Secretary-General Ban Ki-moon said 80 per cent of persons with disabilities were of working age, and the same percentage lived in developing countries. Too many of them lived in poverty, suffered from social exclusion, and lacked access to education, employment, health care as well as social and legal support systems. Women and girls with disabilities often experienced double discrimination, and it was therefore necessary to emphasize the gender dimension of a disability-inclusive development agenda. Quoting International Labour Organization (ILO) statistics, he warned that excluding disabled persons could cost economies as much as 7 per cent of gross domestic product (GDP). “Together let us turn a new page in the history of the United Nations by giving full meaning to the outcome document of this meeting,” he said.
Also speaking this morning were Maria Soledad Cisternas Reyes, Chair of the Committee on the Rights of Persons with Disabilities; Yannis Vardakastanis, President of the European Disability Forum; and Stevie Wonder, award-winning musician and United Nations Messenger of Peace.
20 per cent of the world’s poorest people have disabilities
Ms. Reyes said the Convention on the Rights of Persons with Disabilities was the “lighthouse” that should guide engagement with disabled people in the new century. It was important to ask how their rights could be improved, looking not merely at the disadvantages they faced, but also at how they dealt with barriers and limitations on their actions. Noting that 20 per cent of the world’s poorest people had disabilities, she said it was clear that their ability to exercise human rights and fundamental freedoms was closely related to the exercise of socioeconomic rights.
She said her Committee foresaw the full reflection of the Convention in today’s outcome document. It should prioritize equality and non-discrimination, and include women, girls and boys, older people, indigenous peoples, people in rural areas and those living under humanitarian threats. States must comply with the commitments they had made.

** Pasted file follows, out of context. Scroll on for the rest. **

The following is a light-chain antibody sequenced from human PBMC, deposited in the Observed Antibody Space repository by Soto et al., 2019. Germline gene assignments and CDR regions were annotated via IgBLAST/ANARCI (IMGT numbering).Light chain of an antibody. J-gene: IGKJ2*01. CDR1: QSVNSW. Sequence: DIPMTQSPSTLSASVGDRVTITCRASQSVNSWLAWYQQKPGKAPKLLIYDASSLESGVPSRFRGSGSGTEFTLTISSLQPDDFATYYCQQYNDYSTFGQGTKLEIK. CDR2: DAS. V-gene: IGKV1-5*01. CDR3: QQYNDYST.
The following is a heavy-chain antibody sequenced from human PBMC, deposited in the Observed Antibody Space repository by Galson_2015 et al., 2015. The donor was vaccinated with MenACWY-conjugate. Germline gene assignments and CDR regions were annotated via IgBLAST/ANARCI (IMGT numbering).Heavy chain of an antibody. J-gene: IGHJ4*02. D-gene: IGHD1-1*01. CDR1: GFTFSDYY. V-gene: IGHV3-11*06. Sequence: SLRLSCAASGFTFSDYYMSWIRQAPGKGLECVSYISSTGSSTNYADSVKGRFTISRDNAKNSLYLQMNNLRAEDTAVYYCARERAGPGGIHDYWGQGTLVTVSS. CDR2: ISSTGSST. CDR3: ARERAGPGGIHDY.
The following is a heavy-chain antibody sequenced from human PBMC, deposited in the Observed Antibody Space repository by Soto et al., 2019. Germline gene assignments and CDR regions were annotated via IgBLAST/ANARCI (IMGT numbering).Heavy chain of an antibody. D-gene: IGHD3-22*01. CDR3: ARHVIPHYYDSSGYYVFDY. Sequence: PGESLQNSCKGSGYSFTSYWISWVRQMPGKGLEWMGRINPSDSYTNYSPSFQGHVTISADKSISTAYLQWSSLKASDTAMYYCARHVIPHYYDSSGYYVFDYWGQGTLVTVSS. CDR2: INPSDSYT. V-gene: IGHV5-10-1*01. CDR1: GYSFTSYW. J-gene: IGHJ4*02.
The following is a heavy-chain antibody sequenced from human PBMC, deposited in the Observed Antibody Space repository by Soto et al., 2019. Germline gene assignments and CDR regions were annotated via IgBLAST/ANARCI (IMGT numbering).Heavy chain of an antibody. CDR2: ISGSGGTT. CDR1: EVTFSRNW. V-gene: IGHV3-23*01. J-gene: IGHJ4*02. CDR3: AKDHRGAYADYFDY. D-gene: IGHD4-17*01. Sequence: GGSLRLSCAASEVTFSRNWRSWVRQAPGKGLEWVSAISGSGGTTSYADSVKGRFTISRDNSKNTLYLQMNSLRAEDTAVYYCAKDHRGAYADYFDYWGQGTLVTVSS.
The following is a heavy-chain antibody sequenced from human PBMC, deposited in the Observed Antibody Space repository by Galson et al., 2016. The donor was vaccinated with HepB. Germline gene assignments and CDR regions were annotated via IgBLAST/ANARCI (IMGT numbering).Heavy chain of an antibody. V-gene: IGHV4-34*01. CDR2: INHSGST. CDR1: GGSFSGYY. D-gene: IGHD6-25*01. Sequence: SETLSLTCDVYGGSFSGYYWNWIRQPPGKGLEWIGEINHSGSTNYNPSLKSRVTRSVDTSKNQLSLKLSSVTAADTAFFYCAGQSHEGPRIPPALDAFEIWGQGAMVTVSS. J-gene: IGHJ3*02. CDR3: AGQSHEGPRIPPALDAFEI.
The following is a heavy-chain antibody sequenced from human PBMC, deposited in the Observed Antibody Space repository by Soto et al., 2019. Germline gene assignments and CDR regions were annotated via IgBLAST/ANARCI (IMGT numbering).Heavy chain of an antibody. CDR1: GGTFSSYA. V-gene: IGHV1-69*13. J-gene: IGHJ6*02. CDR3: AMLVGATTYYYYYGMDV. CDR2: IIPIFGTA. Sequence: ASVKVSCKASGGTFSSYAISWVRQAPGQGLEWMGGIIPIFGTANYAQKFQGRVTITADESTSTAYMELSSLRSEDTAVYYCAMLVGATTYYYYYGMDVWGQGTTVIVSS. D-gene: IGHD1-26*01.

Mr. Vardakastanis said 1 billion people with disabilities were looking to decision-makers nationally and internationally to tackle the exclusion, discrimination and poverty they faced. There was minimal acknowledgement of their rights in international law, despite the Convention’s adoption and ratification. The Millennium Development Goals contained no reference to people with disabilities, a situation that could not be tolerated in the post-2015 development agenda. Disability rights needed mainstreaming under the principles of “inclusion, non-discrimination and equity”, he emphasized.
A world with no limits for persons with disabilities
Mr. Wonder described the Meeting as “historic”, recalling that in his capacity as a Messenger for Peace since 2009, he had been advocating for the fundamental goals of peace, development and human rights for all. As “a man of dreams and hope”, he had sought to create a world with no limits for persons with disabilities who could contribute their talents to society.
He went on to point out that less than 5 per cent of millions of publications were available in a format accessible to the visually impaired, adding that the rate was even lower in the developing world. Braille, large prints and audio books could make a real difference in the lives of more than 300 million visually impaired persons, he said, stressing the need to reflect the voices of the disabled in every effort, whether for peace or development. “Let us all be messengers of peace,” he added, recalling that his mother had allowed him to discover the world, which in turn had led to the discovery of his own talent as a gospel singer and eventually to a recording contract with Motown.
Following the opening segment, the Assembly held two round-table discussions, on the first on “International and regional cooperation and partnerships for disability inclusive development”, and the second on “The post-2015 development agenda and inclusive development for persons with disabilities”.
Press release: http://www.un.org/News/Press/docs//2013/ga11420.doc.htm